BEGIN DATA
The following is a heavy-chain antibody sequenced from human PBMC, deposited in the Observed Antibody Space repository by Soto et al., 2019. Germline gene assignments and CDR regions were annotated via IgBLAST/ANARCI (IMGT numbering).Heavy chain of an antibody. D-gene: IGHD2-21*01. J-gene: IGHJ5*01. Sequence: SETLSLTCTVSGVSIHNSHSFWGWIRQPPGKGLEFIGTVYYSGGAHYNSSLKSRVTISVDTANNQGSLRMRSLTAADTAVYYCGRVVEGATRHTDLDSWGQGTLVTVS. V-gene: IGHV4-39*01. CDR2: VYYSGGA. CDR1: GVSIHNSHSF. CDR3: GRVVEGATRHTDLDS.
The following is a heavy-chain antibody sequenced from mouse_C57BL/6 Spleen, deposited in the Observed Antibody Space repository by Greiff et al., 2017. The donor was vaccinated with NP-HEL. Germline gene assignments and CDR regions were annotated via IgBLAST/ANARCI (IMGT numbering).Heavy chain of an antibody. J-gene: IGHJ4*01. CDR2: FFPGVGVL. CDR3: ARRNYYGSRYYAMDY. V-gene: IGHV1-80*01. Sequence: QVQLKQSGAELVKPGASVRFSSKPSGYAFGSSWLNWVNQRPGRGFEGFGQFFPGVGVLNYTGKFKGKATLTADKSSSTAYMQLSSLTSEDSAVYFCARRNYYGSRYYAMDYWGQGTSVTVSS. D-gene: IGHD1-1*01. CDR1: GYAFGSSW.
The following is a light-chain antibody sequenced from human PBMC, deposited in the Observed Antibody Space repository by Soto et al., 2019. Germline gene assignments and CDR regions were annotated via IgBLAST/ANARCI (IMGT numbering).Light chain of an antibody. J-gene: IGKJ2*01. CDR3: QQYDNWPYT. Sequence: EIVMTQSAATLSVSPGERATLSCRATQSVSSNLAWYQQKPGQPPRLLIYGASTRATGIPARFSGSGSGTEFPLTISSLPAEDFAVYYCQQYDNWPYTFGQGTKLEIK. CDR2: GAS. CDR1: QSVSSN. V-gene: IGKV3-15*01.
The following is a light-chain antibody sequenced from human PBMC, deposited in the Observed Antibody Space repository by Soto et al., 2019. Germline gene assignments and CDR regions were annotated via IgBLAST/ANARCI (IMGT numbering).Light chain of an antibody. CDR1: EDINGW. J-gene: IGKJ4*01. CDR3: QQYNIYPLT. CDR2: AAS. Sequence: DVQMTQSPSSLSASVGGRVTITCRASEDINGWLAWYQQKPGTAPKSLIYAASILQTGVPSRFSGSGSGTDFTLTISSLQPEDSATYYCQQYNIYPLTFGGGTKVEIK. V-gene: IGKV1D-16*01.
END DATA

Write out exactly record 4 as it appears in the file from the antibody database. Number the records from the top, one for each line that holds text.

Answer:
The following is a light-chain antibody sequenced from human PBMC, deposited in the Observed Antibody Space repository by Soto et al., 2019. Germline gene assignments and CDR regions were annotated via IgBLAST/ANARCI (IMGT numbering).Light chain of an antibody. CDR1: EDINGW. J-gene: IGKJ4*01. CDR3: QQYNIYPLT. CDR2: AAS. Sequence: DVQMTQSPSSLSASVGGRVTITCRASEDINGWLAWYQQKPGTAPKSLIYAASILQTGVPSRFSGSGSGTDFTLTISSLQPEDSATYYCQQYNIYPLTFGGGTKVEIK. V-gene: IGKV1D-16*01.